[erlang-questions] Reified environments (was: Re: Package Support/Use)

Richard A. O'Keefe ok@REDACTED
Wed Nov 8 05:49:15 CET 2006

I was going to send part 2 today, but it looks as though part 1A had
better come first.
	Interesting proposal, though I haven't absorbed it
	fully. Generically, I think there are a few basic
	issues to be considered:
	1. How are names resolved within a module (scoping)
I explained that.  In order to call anything in a module,
that module must be BOUND in an environment.  All module names
in that module, whether static or dynamic, are sought in that
environment.  That's what it's for.

	2. How are names visible outside a module (hiding)
Modules only define functions.  They are visible outside the
module (or not) just as they are now.  A module is visible under
some name in some environment if and only it is installed in that
environment.  Just like now, in fact, except there's more than one

	3. When are names resolved? (e.g., at runtime, compile
	time, "package assembly time", ...)
Names that are statically known are resolved to addresses at load
time.  Because Erlang allows hot loading, those addresses are only
dereferenced when they are actually used.

	4. Also, given that we have a language with code
	change, we have to handle "relinking" on code change.
	I can see several options for how that should be done.
But that's already in there.  Practically nothing changes.  Certainly
nothing is _different_.

	The drawback is that it seems more complex than the
	current model. Not a big problem for me, but I think
	the common case should be straightforward and
	unsurprising to use. (Your proposal may be perfectly
	so, but I haven't really thought it through.)
Yes, but the "common case" of my proposal is (almost) exactly what we
have now.  That's the whole point of it, really.  

One change is this.

    <any module>:module()
	returns that module as a module object.  This would be a
	compiler- generated function like <module>:module_info().

This means that

    other_mod(foo, bar, [1,2])

might ask other_mod to invoke foo:bar(1,2) according to the definition
of 'foo' that _it_ sees, whereas

    other_mod(foo:module(), bar, [1,2])

would ask other_mod to invoke foo:bar(1,2) according to the defition
of 'foo' that the _caller_ sees.  This means that the preferred way
of mentioning the current module changes from
to	module().

	Also, I'm not sure how it relates to the constructs of
	other languages;

Not much.  It was partly inspired by a misremembering of Luca Cardelli's
Obliq language, and partly by a Xerox PARC configuration language, and
partly by another latent-typed functional language I can't remember.
There's certainly some atmospheric influence from Tcl nested interpreters,
and if I haven't reinvented *some* aspect of SafeErlang I shall be

	most seem to be oriented towards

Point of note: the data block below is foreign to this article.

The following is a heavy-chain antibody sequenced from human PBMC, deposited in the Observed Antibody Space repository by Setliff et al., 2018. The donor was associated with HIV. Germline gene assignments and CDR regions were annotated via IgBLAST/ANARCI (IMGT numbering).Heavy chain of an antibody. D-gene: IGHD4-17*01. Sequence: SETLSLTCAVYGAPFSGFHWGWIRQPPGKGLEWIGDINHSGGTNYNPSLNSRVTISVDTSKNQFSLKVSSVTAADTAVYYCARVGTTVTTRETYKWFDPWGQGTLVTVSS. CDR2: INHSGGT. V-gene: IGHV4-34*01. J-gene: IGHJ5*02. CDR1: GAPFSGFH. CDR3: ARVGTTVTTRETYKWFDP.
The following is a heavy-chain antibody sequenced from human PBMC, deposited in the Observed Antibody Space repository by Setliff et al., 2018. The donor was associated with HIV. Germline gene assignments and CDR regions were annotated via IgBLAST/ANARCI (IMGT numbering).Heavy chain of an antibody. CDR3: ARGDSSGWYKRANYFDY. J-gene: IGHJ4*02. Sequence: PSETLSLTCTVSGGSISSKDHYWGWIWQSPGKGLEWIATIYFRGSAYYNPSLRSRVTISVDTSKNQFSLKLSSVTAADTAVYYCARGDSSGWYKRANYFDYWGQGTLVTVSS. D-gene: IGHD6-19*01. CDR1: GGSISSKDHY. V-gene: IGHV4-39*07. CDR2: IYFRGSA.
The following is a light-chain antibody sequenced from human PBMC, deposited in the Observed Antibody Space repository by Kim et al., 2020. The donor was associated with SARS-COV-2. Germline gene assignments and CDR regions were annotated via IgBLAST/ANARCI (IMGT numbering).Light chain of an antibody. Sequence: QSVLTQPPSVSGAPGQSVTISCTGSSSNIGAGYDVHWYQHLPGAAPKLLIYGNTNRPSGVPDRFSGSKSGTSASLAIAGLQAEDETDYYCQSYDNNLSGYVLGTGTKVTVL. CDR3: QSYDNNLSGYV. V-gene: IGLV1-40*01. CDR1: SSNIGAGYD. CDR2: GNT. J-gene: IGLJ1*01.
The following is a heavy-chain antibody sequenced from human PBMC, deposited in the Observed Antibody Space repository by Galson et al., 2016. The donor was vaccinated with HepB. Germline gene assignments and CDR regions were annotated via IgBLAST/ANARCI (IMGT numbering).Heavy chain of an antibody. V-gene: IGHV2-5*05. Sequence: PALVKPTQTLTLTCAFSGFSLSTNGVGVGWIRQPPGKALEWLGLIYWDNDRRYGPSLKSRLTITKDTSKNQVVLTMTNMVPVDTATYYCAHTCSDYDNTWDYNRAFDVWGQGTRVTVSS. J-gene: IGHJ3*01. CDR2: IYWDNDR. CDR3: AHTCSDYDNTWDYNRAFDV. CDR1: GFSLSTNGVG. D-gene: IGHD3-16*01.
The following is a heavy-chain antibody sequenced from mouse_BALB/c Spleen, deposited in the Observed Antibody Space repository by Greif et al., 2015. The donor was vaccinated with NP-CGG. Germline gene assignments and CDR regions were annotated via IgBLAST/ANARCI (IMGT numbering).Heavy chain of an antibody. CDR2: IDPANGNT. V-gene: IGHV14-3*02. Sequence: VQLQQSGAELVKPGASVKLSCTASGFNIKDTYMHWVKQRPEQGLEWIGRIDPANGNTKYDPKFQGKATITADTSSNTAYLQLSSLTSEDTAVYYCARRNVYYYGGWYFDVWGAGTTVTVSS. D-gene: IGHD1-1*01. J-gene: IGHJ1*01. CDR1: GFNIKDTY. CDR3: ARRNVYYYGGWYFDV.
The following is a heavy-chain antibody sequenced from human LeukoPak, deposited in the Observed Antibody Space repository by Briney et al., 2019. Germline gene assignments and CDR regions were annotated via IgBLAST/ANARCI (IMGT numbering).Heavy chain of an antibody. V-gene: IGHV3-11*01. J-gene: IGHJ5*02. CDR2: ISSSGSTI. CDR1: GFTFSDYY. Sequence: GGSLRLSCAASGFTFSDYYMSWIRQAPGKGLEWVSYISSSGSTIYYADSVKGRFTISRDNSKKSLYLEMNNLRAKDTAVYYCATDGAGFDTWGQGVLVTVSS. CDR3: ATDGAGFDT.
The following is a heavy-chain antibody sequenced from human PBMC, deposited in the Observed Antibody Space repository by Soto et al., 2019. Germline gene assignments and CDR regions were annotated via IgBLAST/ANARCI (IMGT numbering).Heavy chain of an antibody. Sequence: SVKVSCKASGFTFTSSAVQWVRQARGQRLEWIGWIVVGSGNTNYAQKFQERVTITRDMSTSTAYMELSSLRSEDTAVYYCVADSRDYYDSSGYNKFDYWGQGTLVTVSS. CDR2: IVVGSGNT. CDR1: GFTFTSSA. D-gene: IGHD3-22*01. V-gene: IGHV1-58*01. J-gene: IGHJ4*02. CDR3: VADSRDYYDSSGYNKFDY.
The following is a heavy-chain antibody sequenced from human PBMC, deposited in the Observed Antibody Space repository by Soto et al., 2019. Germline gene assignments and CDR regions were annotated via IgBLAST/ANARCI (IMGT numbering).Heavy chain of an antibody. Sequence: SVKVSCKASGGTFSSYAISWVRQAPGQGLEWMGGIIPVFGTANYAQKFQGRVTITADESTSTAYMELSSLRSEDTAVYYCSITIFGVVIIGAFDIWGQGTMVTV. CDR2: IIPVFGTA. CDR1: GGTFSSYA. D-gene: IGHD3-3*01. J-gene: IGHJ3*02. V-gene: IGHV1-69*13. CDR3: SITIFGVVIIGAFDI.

statically building components and assembling them
	into an executable.

That's why the reified environments proposal is different.

	Erlang would need a bit more dynamism as per point #4.

Dynamism is the *point* of making environments into objects you can
dynamically install stuff in and uninstall it from.

	We could also discuss the finer details of code change, such as
	how closures or records really should be handled.
Joe Armstrong and I have both proposed essentially the same replacement
for records.  The same data type is found in IBM Prolog, and is the
main data structure in Obliq.  We could argue about the details, but the
concept is clear.  We know what *could* do the job of records, without
-record declarations, and it has been implemented by other people.  (Yes,
that's why I decided to look at the Erlang compiler.)  As for closures,
the only thing I can say for the reified environments proposal is that it
doesn't change anything relevant to closures, so at least it doesn't make
the problems worse.

	At this point, it strikes me that I'd actually like to
	see some requirements. The take-home point might be:
	"So, what functionality do we expect our reified
	environment or packaging system to provide?"

1.  Dynamic.
2.  No new syntax in modules, only new data types and functions.
3.  If you don't use it, you get what you have now, or close enough.
4.  No nasty surprises:  statically known and dynamically known names
    should behave exactly the same.
5.  Encapsulation:  it should be possible for one module in an application
    to access the others without thereby making it possible for every	
    module in the system to access them.
6.  Ease of migration:  it should be possible to wrap up a bunch of
    modules and stuff them into an environment without changing those
    modules (provided they don't use packages).

Those are some of the requirements I had in mind for reified environments.

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